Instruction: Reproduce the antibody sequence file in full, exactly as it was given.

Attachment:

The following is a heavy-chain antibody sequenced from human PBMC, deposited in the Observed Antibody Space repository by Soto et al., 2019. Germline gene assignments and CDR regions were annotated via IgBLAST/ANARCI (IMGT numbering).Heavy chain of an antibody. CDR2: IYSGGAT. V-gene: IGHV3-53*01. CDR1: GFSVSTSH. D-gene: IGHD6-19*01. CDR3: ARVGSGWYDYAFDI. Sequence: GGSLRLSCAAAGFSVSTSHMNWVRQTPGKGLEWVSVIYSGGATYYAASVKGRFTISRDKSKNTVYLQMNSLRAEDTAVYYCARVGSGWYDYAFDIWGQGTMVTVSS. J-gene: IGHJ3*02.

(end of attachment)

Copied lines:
The following is a heavy-chain antibody sequenced from human PBMC, deposited in the Observed Antibody Space repository by Soto et al., 2019. Germline gene assignments and CDR regions were annotated via IgBLAST/ANARCI (IMGT numbering).Heavy chain of an antibody. CDR2: IYSGGAT. V-gene: IGHV3-53*01. CDR1: GFSVSTSH. D-gene: IGHD6-19*01. CDR3: ARVGSGWYDYAFDI. Sequence: GGSLRLSCAAAGFSVSTSHMNWVRQTPGKGLEWVSVIYSGGATYYAASVKGRFTISRDKSKNTVYLQMNSLRAEDTAVYYCARVGSGWYDYAFDIWGQGTMVTVSS. J-gene: IGHJ3*02.